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The genre of spy fiction — sometimes called political thriller or spy thriller or sometimes shortened simply to Spy-fi — arose before World War I at about the same time that the first modern intelligence agencies were formed. Seldom has this literary field met with critical acclaim, although insightful, literate, and politically important works have been published in it.

Book review: Panic by Jeff Abbott


the cover of the book

Feeling like you just haven't had enough spy/CIA conspiracy in your life lately? Lacking in running, gun fights, car chases, and general confusion and accusations about the CIA? Might be time to read Panic...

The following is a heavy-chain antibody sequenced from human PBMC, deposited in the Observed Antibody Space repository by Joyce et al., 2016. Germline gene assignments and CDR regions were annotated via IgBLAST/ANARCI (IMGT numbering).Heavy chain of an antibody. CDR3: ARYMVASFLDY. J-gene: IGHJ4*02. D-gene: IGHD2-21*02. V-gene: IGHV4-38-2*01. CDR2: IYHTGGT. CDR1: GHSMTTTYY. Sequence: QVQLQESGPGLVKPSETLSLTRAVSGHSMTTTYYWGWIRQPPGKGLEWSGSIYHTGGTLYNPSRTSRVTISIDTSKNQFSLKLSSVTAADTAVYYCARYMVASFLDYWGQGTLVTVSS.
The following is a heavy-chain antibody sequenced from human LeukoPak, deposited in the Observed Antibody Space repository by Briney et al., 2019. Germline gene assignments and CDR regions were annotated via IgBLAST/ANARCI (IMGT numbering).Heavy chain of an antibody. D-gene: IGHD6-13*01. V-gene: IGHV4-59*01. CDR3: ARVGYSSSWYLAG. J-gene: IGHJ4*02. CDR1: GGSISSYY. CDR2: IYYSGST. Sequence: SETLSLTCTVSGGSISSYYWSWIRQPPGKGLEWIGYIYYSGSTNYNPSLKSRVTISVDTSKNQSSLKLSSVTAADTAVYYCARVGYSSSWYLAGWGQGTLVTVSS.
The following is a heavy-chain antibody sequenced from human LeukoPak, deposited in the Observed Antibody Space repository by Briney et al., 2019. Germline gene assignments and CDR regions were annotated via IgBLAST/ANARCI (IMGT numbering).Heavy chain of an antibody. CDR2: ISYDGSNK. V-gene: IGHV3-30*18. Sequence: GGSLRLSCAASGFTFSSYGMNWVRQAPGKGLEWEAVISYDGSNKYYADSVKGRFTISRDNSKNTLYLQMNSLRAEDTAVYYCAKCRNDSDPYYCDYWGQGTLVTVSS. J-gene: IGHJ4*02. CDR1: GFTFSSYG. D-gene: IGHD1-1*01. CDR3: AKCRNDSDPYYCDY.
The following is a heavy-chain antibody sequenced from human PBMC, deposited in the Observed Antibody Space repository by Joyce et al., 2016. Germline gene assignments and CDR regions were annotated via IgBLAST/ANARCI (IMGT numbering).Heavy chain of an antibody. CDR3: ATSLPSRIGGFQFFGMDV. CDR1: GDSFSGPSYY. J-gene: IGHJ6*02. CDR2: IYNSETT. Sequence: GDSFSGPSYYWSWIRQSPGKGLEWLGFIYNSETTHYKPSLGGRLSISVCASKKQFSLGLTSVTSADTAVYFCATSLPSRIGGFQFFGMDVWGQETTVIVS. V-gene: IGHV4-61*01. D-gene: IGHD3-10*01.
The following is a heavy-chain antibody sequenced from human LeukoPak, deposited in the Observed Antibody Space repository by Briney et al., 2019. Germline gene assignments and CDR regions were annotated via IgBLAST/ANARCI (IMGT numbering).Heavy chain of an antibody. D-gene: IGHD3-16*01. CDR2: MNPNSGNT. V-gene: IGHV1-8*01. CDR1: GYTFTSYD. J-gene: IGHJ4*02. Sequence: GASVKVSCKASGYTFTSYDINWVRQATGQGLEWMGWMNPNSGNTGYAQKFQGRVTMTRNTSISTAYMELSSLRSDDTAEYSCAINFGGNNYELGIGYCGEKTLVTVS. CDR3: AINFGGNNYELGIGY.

Book review: N Or M? by Agatha Christie



Originally published in 1941, N Or M? by Agatha Christie plunges the reader into the world of middle aged irregulars, boarding houses, knitting, and the worst kind of Nazis... English ones.

Book review: The Russia House by John Le Carré



If you want a good spy novel, you really can't beat the master of spy; John Le Carré. He's been around for some time, writing prolifically on the topic of the British secret service, and he was apparently in the British secret service himself in his youth. So not only is he in the know, but he's also a great writer with a cynicism for organisations and governments, and a staunch belief in human nature. The Russia House is no exception in his achievements.

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